Remove Exhaust Headers
Since my slip-on exhaust mufflers were already removed, all that was involved was to:
- Remove the right side read brake lever assembly (a pin and 3 bolts)
- Loosen and remove two bolts holding the read section of each header to the frame
- Loosen the clamp on the crossover section of the exhaust pipes
- Loosen and remove the 2 bolts on each side of the engine cylinder blocks that hold the pipes into the cylinder exhaust ports.
Maunde Speed Shop – Finned Exhaust Clamps
In the course of researching this modification, I ran across a great little product by Maund Speed Shop in Pasadena, California. They call them their “Finned Exhaust Clamps.” Basically these are cast aluminum fins that clamp over the stock exhaust pipe as shown below. They cost $120 for a pair.
These look much more like the original Triumph Bonneville’s of the 1960’s and 70’s. I plan to use these to clamp the heat wrap tape at the cylinder port end of the pipe. I plan to use stainless wire or a clamp at the other end.
Sunday, March 2, 2014 Update – Wrap Headers
1 – Cleaning
I cleaned each header thoroughly with rubbing compound and Gunk parts cleaner.
2 – Preparation
Next I prepared the exhaust tape by soaking it in a pail of water for 10-15 minutes. This makes the tape more flexible and easier to work with.
I also gathered some of the tools I would need and had them close at hand.
3 – Wrapping
I put one header in a vise to free my hands to concentrate on the wrapping. I started at the exhaust end (a tip I learned from YouTube, so that the tape seams face the rear of the bike, and don’t catch dirt and moisture as easily). After I got the tape started a few turns, I clamped it in pace with a stainless steel tie I purchased at an O’Reilly auto parts store.
I worked my way up toward the front of the pipe, overlapping about 1″ or half of the tape on each turn. I had to do some fancy wraps to cover around the rear mount, and the crossover pipe.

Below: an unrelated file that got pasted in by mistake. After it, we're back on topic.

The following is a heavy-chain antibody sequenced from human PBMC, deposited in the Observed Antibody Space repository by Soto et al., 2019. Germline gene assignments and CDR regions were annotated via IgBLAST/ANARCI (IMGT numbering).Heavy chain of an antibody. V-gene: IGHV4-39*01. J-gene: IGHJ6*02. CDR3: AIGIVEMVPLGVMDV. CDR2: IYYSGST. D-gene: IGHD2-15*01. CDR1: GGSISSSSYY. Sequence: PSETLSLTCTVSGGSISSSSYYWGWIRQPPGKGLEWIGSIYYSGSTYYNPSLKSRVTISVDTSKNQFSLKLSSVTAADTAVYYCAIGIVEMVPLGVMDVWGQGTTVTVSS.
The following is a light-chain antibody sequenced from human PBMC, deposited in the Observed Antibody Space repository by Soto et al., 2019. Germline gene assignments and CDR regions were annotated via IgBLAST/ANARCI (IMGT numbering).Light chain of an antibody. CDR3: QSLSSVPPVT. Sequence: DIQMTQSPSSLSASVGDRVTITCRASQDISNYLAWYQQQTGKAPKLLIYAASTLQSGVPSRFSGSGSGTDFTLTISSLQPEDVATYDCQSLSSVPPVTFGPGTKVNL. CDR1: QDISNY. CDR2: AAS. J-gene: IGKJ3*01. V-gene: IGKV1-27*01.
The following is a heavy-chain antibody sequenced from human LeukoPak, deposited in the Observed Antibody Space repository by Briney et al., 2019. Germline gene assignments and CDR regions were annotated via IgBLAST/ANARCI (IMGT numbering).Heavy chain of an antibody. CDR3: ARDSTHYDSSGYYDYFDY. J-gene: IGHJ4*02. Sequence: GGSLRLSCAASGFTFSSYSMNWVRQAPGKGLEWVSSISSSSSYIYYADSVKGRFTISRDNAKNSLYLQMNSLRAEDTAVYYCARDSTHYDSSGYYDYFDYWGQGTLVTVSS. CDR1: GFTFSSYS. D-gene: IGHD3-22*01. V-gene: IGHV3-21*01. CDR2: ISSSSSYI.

Once I reached the top, I ended the tape just shy of the stock cooling fins, cut off the tape, folded the end under about 1/2″ and the applied the Maunde Cooling Fin as a clamp to hold it in place. I also added a stainless tie to hold the front edge of the tape down.
I repeated the process on the other header.
I slipped the completed header set together so it would stand on its own and put it in a warm place to dry. I used some more time to clean the clamps and bolts that will be used to mount everything back on the Bonneville. I’m very pleased with how these are looking.
I mounted the pipes back on the bike and ran the engine while the bike was on the jack to cure it with the heat from the pipes. Most of the smoke is gone in 30 minutes, but I am still getting a whif every now and then days later.
NOTE! I have it from a trustworthy authority that it is never a good idea to leave your engine idling for extended time while a Bonneville is parked on the side stand. The crankshaft on the right (high) side does not get enough oil in this position and you can burn out your engine doing this! It is also advised to run a fan on the engine while it is idling on a level jack or center stand.